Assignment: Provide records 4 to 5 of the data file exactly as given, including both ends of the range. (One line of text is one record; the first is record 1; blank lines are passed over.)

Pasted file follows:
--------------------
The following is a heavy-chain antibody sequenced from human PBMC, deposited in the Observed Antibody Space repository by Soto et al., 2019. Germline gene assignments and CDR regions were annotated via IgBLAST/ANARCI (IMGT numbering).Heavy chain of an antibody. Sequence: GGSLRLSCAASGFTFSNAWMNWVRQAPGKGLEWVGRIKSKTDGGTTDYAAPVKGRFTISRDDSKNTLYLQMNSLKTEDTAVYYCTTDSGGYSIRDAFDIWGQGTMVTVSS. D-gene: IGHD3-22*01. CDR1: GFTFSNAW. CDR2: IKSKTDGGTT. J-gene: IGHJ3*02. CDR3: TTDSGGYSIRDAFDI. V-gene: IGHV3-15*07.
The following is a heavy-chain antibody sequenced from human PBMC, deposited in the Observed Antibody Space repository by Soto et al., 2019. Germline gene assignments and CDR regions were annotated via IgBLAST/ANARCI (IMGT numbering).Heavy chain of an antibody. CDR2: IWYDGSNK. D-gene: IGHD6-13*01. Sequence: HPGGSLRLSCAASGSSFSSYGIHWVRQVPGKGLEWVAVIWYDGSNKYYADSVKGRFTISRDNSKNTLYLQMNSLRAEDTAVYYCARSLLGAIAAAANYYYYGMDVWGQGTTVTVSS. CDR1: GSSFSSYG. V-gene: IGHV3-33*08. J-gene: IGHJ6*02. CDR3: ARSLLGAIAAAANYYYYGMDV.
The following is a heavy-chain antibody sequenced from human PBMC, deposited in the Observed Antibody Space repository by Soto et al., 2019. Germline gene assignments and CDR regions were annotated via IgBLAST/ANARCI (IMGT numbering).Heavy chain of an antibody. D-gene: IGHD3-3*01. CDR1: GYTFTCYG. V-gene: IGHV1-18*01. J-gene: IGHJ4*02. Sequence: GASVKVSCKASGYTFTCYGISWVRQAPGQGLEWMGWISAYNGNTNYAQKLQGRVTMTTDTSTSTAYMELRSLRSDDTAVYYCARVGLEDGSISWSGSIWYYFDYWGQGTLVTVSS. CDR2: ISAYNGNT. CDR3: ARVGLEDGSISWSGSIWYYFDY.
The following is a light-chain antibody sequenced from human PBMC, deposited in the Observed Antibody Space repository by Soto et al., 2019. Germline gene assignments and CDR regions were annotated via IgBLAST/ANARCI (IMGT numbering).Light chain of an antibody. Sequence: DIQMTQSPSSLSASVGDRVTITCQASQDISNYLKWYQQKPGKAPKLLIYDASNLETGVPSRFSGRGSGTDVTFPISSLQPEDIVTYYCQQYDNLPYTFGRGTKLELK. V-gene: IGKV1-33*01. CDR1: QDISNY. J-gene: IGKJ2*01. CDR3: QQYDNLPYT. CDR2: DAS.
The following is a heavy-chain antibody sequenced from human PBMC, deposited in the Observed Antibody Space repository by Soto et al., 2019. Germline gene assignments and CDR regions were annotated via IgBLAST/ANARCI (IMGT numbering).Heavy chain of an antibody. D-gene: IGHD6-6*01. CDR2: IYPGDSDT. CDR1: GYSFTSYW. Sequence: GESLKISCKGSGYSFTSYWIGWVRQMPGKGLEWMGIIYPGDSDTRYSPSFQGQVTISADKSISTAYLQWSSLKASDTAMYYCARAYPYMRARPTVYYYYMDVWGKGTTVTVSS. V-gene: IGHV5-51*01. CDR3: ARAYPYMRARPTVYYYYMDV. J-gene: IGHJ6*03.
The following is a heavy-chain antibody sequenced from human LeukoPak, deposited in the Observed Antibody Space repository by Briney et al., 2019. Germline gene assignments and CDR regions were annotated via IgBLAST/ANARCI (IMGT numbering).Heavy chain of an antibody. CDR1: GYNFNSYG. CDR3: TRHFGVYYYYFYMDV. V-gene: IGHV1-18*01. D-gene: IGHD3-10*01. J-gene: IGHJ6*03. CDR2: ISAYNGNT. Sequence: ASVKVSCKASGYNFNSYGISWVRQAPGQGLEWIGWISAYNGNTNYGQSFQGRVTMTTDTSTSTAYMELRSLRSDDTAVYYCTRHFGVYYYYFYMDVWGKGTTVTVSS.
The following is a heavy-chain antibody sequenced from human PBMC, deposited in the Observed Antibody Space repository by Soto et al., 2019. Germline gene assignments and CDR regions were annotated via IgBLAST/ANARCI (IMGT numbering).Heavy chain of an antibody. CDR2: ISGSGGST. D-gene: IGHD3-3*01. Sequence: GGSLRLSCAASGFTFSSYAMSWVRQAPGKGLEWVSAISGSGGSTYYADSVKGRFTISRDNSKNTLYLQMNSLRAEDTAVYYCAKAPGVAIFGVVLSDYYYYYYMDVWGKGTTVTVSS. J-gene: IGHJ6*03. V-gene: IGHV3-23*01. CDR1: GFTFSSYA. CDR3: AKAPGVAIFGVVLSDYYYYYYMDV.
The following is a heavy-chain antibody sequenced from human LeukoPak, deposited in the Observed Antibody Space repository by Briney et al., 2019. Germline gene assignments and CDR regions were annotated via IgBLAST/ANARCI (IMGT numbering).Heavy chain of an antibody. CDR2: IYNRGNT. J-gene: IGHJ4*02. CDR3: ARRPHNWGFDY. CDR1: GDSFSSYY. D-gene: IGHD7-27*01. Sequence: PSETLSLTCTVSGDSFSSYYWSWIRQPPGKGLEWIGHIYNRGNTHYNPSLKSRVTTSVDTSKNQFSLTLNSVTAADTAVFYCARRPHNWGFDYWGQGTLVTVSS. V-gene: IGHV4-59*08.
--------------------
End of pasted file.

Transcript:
The following is a light-chain antibody sequenced from human PBMC, deposited in the Observed Antibody Space repository by Soto et al., 2019. Germline gene assignments and CDR regions were annotated via IgBLAST/ANARCI (IMGT numbering).Light chain of an antibody. Sequence: DIQMTQSPSSLSASVGDRVTITCQASQDISNYLKWYQQKPGKAPKLLIYDASNLETGVPSRFSGRGSGTDVTFPISSLQPEDIVTYYCQQYDNLPYTFGRGTKLELK. V-gene: IGKV1-33*01. CDR1: QDISNY. J-gene: IGKJ2*01. CDR3: QQYDNLPYT. CDR2: DAS.
The following is a heavy-chain antibody sequenced from human PBMC, deposited in the Observed Antibody Space repository by Soto et al., 2019. Germline gene assignments and CDR regions were annotated via IgBLAST/ANARCI (IMGT numbering).Heavy chain of an antibody. D-gene: IGHD6-6*01. CDR2: IYPGDSDT. CDR1: GYSFTSYW. Sequence: GESLKISCKGSGYSFTSYWIGWVRQMPGKGLEWMGIIYPGDSDTRYSPSFQGQVTISADKSISTAYLQWSSLKASDTAMYYCARAYPYMRARPTVYYYYMDVWGKGTTVTVSS. V-gene: IGHV5-51*01. CDR3: ARAYPYMRARPTVYYYYMDV. J-gene: IGHJ6*03.